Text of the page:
This is a repost of something I discovered and forgot I wrote. It apparently gets a LOT of hits, so I thought I'd make it easier to find. I wrote it almost exactly 5 years ago. How things change and how they stay the same...
I've been in enough sacred places to know them when I see them. Westminster Abbey. The Brits know a thing or two about building churches, and I've always liked the notion of a cemetary next to the church, not to mention underneath the church. I like the dead poets and the kings and the queens who have come before me. I like my religion with grand, sweeping ritual and intrinsic reminders of humankind's relationship with God, not just my own.
I got a glimpse of it when I rode the snowmobile around town, going slow and adjusting myself to the new machine and just looking... at the kids digging through a foot of snow to find sand on the beach, at the crystaline mountains, the snow-flocked trees, the lake still pristine with newborn snow because no one yet dares to walk on it.
And there's my house at Christmas, when it's dusk and the windows are lit and the tree is on, reflecting diamond lights out onto the snow. There's my daughter's bedroom at night, when she's coughing and needs me, and the steps, where my son confessed to his dad that he thinks he's been bad and so Santa won't come and if he does he'll only leave rocks. There's my Jeep, icy at the edges, through which we view Berthoud Pass smothered in powder; fresh back-country snowboard tracks reminding us of the fun to come.
There's the closet downstairs packed with wrapped presents, hidden away so that our HannahDog--cuz we have a dog now!--won't tear them up. There are the six [two this year] extra family members who are coming for Christmas, which will make my living room a sacred place on Christmas morning. There's warm in bed, pressed up against PHF, remembering how it was... how it is.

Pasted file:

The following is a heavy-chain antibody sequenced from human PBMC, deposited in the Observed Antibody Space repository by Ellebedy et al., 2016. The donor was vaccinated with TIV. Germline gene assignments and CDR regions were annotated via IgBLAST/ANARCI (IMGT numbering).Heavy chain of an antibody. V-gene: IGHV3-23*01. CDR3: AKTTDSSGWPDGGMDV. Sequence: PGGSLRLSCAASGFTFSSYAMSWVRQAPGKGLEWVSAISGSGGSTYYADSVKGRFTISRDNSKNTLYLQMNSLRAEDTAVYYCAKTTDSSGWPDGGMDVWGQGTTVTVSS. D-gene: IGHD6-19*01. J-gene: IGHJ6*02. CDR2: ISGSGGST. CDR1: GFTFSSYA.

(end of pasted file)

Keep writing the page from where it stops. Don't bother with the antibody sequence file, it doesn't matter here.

There's our hero Sean [Sean's name is Draken now, and the latest heroes are Trinidad and Castile], who I can't quite bring myself to call fictional, battered and bloodied, embroiled in a war so awful, so desperate, and so chaotic I'm waging my own battle in describing it. It's always hard to know when you finish a book which is the more sacred place: the difficult journey or the bitter end.
There's Pajamaland, where we make friends without seeing the others' faces, listen without hearing the others' voices, and yet reach across impossible distances to touch each other.
This started out quite negative, but damned if I haven't talked myself right into believing my own topic, so I axed that start. Go blog go!
May you find your own sacred place.
Peace be with you.